Tenth anniversary of 9/11, A time to remember heroes who died as well as heroes who emerged|
Posted 9/9/2011 Updated 9/9/2011
Commentary by Gen. Edward Rice Jr.
Commander, Air Education and Training Command
9/9/2011 - RANDOLPH AIR FORCE BASE, Texas -- Sunday marks the 10th anniversary of one of the greatest tragedies to ever occur in our nation. It was 10 years ago we watched as terrorists attacked America and killed nearly 3,000 innocent people. The terrorist attacks taught us a hard lesson: we are not isolated from those who seek to destroy our precious freedom.
Since then, we have grieved, we have prayed, we have asked ourselves over and over how we could have prevented it. We have tried to take precautions to prevent forever a recurrence. We have suffered from the emptiness their deaths leave.
As we pause for a moment from our everyday tasks -- phone conversations, meetings, general hustle and bustle -- remember that fateful day. Remember the heroes of 9/11 as they were -- energetic, fun-loving, talented, compassionate, committed to family and fellow co-workers. In our hearts, they will forever be embraced and cherished.
Sept. 11, 2001, took from us something that can never be replaced. It took our innocence, our sense of security, and it took our fathers and mothers and sons and daughters. But it did not take our pride, resolve or determination. The memories of these brave men and women live on. The heroes who died in New York, in Washington, D.C., and in western Pennsylvania, we remember and honor them in how we conduct ourselves and work tirelessly for the betterment of people both here and around the world.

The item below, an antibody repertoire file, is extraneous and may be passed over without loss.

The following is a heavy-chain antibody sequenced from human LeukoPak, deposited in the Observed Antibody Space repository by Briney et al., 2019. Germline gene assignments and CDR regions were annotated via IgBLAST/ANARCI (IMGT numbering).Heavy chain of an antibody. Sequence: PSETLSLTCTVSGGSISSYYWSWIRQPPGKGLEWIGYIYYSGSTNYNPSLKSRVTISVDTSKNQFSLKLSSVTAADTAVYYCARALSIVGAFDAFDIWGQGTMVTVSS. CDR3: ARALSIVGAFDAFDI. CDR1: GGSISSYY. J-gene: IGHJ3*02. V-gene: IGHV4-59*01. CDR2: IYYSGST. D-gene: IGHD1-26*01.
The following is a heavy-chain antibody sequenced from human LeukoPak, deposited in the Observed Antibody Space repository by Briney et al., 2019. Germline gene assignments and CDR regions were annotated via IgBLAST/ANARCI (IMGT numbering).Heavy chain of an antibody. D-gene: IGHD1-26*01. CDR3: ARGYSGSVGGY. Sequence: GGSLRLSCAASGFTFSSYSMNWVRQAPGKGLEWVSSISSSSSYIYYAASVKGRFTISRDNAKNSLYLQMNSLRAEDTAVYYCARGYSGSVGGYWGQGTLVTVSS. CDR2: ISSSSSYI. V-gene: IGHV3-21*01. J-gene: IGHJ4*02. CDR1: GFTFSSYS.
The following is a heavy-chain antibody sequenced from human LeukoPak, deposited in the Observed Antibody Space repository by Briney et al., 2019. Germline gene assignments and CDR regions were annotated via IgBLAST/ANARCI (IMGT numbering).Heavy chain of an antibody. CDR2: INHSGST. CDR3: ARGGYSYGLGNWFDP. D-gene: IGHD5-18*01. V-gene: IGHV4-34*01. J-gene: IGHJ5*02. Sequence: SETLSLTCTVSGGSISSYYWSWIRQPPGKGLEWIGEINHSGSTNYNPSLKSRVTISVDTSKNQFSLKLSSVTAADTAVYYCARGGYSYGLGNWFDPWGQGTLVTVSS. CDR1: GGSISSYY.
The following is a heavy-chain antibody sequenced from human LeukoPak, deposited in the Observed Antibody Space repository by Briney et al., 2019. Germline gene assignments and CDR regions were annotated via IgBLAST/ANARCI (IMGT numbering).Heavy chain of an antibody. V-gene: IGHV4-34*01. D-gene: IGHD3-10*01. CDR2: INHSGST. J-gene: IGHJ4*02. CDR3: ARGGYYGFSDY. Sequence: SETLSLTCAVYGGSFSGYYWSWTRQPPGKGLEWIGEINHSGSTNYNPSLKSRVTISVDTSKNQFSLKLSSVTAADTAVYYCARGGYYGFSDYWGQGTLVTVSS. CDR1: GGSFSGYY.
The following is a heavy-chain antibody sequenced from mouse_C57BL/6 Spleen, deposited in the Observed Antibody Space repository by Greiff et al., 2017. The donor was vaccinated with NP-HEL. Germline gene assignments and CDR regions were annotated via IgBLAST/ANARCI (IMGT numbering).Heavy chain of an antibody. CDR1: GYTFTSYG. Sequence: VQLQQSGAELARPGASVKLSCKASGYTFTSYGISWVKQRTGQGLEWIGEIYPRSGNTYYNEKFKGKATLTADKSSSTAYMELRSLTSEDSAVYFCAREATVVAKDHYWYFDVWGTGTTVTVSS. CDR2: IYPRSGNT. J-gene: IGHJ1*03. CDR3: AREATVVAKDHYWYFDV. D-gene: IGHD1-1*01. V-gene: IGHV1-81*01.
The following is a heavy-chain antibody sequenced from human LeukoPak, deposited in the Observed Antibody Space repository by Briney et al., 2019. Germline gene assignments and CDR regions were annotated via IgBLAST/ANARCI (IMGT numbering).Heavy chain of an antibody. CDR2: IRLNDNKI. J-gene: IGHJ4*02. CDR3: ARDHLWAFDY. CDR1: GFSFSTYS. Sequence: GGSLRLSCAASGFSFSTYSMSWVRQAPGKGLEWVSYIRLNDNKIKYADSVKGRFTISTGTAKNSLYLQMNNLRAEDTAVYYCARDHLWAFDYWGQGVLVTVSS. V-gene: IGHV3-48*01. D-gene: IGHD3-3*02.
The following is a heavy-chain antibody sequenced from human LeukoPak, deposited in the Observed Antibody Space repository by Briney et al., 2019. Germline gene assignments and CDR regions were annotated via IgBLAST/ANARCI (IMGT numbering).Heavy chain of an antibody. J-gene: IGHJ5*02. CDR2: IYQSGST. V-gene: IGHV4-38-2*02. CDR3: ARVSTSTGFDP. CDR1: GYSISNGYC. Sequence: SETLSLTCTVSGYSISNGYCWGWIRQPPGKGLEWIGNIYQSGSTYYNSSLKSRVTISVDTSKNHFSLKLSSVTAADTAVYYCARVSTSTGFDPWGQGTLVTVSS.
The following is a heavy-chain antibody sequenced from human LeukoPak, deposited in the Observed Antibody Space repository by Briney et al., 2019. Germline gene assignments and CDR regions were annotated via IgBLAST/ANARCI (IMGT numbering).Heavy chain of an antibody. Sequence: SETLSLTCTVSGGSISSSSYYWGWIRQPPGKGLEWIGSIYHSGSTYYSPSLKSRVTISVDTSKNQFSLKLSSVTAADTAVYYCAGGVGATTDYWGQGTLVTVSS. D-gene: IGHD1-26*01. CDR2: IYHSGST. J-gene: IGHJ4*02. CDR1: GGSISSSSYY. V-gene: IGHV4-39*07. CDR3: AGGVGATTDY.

For 10 years now, this nation has worked hard to prevent another attack against America or its allies. We have worked together to root out those who bring us harm. We have traveled to, fought and died in distant lands, seeking to make people safe from terrorists and their supporters. The U.S. Air Force, its sister services and our coalition partners remain united toward something greater than themselves.
Civil War officer, Brig. Gen. Joshua Chamberlain, a veteran of Gettysburg and commander of the famous stand on Little Round Top, said it eloquently, "We do not live for self...we are part of a larger life, reaching before and after, judged not by deeds done in the body, but deeds done in the soul. We wish to be remembered. Willing to die, we are not to be forgotten."
As long as we have strong, patriotic communities, and as long as there are great Airmen, Soldiers, Marines, Sailors, and Coastguardsmen willing to fight hard for our freedoms, this great nation, the United States of America, will always withstand any mighty blows.
Human life is sacred to all of us, and as such we resolve to remember and honor those heroes, those average Americans who died on 9/11 and in the decade since. We look forward to the day when such tragedies are no longer a part of life, to a brighter day for us all.